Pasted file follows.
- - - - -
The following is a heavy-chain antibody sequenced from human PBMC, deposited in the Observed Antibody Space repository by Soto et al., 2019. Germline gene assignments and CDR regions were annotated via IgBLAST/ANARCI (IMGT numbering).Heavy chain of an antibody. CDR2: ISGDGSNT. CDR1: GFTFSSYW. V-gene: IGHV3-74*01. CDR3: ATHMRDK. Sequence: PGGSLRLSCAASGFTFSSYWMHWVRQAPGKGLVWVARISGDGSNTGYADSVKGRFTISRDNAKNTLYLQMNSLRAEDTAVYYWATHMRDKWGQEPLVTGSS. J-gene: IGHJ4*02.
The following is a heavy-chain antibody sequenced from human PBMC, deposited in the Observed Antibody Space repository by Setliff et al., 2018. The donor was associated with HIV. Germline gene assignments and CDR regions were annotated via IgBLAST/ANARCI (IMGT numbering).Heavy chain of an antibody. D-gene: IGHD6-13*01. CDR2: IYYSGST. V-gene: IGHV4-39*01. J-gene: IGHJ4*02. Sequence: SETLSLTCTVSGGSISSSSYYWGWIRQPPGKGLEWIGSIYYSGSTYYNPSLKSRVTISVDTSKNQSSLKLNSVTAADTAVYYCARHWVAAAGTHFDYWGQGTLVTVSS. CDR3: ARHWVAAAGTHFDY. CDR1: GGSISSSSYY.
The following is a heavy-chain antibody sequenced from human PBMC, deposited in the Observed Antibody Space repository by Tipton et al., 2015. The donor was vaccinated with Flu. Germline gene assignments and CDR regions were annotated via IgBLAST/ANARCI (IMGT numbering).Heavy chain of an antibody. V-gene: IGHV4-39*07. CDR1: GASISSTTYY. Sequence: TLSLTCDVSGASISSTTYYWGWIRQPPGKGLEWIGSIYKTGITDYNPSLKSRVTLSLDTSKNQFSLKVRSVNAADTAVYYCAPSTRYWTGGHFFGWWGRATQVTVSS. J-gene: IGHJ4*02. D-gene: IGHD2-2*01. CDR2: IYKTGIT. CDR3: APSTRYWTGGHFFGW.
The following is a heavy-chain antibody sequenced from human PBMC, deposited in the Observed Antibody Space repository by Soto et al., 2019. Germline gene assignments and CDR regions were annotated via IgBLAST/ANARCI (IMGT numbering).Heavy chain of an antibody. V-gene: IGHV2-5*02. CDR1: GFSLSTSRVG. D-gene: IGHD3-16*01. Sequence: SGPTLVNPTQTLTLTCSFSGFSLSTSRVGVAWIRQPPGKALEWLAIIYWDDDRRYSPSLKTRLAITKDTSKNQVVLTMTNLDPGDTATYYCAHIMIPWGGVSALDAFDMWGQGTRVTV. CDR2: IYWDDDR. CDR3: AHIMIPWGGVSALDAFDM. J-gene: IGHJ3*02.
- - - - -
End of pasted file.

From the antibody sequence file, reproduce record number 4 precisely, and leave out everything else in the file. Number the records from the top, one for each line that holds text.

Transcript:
The following is a heavy-chain antibody sequenced from human PBMC, deposited in the Observed Antibody Space repository by Soto et al., 2019. Germline gene assignments and CDR regions were annotated via IgBLAST/ANARCI (IMGT numbering).Heavy chain of an antibody. V-gene: IGHV2-5*02. CDR1: GFSLSTSRVG. D-gene: IGHD3-16*01. Sequence: SGPTLVNPTQTLTLTCSFSGFSLSTSRVGVAWIRQPPGKALEWLAIIYWDDDRRYSPSLKTRLAITKDTSKNQVVLTMTNLDPGDTATYYCAHIMIPWGGVSALDAFDMWGQGTRVTV. CDR2: IYWDDDR. CDR3: AHIMIPWGGVSALDAFDM. J-gene: IGHJ3*02.